Breaking the quantum PIN code of atomic synapses.
Török, T. N., Csontos, M., Makk, P., & Halbritter, A.
Nano Letters, 20, 1192-1200. (2020)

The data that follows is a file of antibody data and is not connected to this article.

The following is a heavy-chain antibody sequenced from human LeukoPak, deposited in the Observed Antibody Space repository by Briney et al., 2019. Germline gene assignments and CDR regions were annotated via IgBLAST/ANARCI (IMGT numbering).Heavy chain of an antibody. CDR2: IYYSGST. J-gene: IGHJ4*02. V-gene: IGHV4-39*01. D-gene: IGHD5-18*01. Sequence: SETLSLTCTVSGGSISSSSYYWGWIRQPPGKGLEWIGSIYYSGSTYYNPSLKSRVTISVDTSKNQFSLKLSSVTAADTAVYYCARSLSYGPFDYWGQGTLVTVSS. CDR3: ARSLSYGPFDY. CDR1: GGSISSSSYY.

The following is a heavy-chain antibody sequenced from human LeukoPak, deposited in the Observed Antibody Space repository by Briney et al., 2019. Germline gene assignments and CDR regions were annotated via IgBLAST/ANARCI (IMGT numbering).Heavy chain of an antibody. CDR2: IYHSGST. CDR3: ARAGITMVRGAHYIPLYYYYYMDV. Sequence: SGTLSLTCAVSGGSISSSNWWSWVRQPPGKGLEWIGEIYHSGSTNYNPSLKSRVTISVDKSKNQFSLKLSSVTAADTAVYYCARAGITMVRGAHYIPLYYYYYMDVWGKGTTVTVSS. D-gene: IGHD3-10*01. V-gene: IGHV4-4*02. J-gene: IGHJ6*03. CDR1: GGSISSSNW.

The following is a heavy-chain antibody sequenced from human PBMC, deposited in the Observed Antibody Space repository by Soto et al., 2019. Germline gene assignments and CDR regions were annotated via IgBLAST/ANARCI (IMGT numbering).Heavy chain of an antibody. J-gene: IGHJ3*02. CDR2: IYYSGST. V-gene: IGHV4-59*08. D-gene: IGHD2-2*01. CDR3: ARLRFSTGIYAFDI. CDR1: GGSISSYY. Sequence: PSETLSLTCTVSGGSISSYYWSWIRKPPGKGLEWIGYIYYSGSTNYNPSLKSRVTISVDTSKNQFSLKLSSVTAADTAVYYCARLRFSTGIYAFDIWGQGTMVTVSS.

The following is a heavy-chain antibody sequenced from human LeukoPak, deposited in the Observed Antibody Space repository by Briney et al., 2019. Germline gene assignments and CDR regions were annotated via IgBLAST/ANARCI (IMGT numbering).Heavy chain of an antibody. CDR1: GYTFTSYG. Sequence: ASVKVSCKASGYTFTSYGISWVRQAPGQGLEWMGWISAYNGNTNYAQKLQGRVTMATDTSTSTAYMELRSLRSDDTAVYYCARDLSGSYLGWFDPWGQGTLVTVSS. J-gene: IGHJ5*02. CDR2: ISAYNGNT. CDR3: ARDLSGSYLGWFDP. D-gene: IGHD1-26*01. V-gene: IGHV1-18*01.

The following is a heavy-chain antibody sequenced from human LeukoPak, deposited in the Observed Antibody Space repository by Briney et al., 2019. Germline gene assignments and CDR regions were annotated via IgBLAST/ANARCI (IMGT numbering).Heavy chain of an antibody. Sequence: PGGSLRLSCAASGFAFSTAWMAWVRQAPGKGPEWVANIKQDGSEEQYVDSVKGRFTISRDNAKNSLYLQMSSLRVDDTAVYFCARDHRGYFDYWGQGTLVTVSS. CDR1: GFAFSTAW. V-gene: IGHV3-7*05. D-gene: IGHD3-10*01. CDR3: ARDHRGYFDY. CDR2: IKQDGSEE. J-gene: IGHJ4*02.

Atomic synapses represent a special class of memristors whose operation relies on the formation of metallic nanofilaments bridging two electrodes across an insulator. Due to the magnifying effect of this narrowest cross section on the device conductance, a nanometer-scale displacement of a few atoms grants access to various resistive states at ultimately low energy costs, satisfying the fundamental requirements of neuromorphic computing hardware. However, device engineering lacks the complete quantum characterization of such filamentary conductance. Here we analyze multiple Andreev reflection processes emerging at the filament terminals when superconducting electrodes are utilized. Thereby, the quantum PIN code, i.e., the transmission probabilities of each individual conduction channel contributing to the conductance of the nanojunctions, is revealed. Our measurements on Nb2O5 resistive switching junctions provide profound experimental evidence that the onset of the high conductance ON state is manifested via the formation of truly atomic-sized metallic filaments.